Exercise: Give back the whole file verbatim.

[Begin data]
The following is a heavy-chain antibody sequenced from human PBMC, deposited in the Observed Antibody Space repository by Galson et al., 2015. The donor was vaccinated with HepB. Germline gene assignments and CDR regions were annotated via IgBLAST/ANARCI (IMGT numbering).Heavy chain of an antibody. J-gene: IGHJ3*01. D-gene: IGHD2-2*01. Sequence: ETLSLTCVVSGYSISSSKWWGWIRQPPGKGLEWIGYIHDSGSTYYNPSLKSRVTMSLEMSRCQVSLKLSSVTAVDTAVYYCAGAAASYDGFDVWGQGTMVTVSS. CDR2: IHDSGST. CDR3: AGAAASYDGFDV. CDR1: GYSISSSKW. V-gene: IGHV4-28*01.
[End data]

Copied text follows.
The following is a heavy-chain antibody sequenced from human PBMC, deposited in the Observed Antibody Space repository by Galson et al., 2015. The donor was vaccinated with HepB. Germline gene assignments and CDR regions were annotated via IgBLAST/ANARCI (IMGT numbering).Heavy chain of an antibody. J-gene: IGHJ3*01. D-gene: IGHD2-2*01. Sequence: ETLSLTCVVSGYSISSSKWWGWIRQPPGKGLEWIGYIHDSGSTYYNPSLKSRVTMSLEMSRCQVSLKLSSVTAVDTAVYYCAGAAASYDGFDVWGQGTMVTVSS. CDR2: IHDSGST. CDR3: AGAAASYDGFDV. CDR1: GYSISSSKW. V-gene: IGHV4-28*01.